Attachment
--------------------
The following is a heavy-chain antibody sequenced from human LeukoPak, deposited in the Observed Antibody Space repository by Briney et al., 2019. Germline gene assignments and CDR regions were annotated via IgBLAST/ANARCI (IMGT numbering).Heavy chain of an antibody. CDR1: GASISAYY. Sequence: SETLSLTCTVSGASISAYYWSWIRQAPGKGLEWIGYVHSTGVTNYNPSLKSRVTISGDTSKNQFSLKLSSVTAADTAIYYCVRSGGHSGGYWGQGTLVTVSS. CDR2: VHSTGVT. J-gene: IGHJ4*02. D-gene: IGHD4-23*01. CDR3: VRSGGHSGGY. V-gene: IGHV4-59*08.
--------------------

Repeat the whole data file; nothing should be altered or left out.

The following is a heavy-chain antibody sequenced from human LeukoPak, deposited in the Observed Antibody Space repository by Briney et al., 2019. Germline gene assignments and CDR regions were annotated via IgBLAST/ANARCI (IMGT numbering).Heavy chain of an antibody. CDR1: GASISAYY. Sequence: SETLSLTCTVSGASISAYYWSWIRQAPGKGLEWIGYVHSTGVTNYNPSLKSRVTISGDTSKNQFSLKLSSVTAADTAIYYCVRSGGHSGGYWGQGTLVTVSS. CDR2: VHSTGVT. J-gene: IGHJ4*02. D-gene: IGHD4-23*01. CDR3: VRSGGHSGGY. V-gene: IGHV4-59*08.